It’s in the News: The Impact of Asylum Issue Salience on Judicial Decision-Making
While many governments around the globe are struggling to deal with processing relatively high numbers of asylum seekers, asylum and refugee issues have also become one of the top concerns among citizens. This is reflected in the extensive media coverage that asylum policy, refugee arrivals and many other topics pertaining to asylum seekers have received over the last years. How does this high level of attention affect decision makers who are involved in the asylum procedure?
Using a natural experiment, this paper analyzes empirically whether the extent of media coverage of asylum and refugee issues in Swiss newspapers—taken as a proxy for the extent to which ‘asylum’ and refugees are considered a (salient) issue among the public—affects Swiss asylum appeal judges’ decision making and investigates whether particular topics affect grant rates more than others.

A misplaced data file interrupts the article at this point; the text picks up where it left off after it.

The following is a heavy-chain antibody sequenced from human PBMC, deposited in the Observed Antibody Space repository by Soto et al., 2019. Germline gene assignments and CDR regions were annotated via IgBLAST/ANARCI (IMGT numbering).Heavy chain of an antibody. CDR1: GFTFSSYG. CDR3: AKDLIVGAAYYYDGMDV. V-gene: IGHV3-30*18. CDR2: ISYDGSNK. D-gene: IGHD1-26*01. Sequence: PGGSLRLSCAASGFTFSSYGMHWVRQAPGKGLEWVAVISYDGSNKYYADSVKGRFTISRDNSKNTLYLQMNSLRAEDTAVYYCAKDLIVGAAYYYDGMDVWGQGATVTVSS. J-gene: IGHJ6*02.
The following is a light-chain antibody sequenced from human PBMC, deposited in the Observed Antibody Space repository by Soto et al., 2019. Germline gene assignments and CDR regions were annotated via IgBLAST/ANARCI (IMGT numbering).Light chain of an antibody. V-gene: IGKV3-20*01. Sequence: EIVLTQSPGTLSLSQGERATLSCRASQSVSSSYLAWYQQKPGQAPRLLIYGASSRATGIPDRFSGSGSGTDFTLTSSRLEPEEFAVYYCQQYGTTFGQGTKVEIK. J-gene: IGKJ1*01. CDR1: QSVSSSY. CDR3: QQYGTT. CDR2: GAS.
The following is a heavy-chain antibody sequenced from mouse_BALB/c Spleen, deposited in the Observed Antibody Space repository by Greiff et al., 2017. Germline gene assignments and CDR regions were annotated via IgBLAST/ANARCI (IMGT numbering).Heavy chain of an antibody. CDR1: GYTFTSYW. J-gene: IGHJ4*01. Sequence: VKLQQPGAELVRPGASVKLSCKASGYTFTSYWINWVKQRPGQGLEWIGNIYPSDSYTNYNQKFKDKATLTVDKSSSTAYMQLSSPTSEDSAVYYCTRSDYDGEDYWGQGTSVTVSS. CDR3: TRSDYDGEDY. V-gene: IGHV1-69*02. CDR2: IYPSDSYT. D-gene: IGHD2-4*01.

Based on all asylum appeals decided in Switzerland between 2007 and 2015, I show that the effect of newspaper coverage on judges’ grant threshold is consistently negative: judges of all parties become more restrictive in times of high media coverage of asylum issues, as do non- partisan judges. This effect is at most partly driven by higher numbers of arriving asylum seekers and, as a topic model approach suggests, more attributable to the coverage of topics that feature citizens’ voices (accommodation of asylum seekers) than federal-level asylum policy making. These findings suggest that issue salience presents a challenge to the consistency of professional judges’ decisions, especially in times when asylum issue salience and the number of newly arriving asylum seekers are consistently high.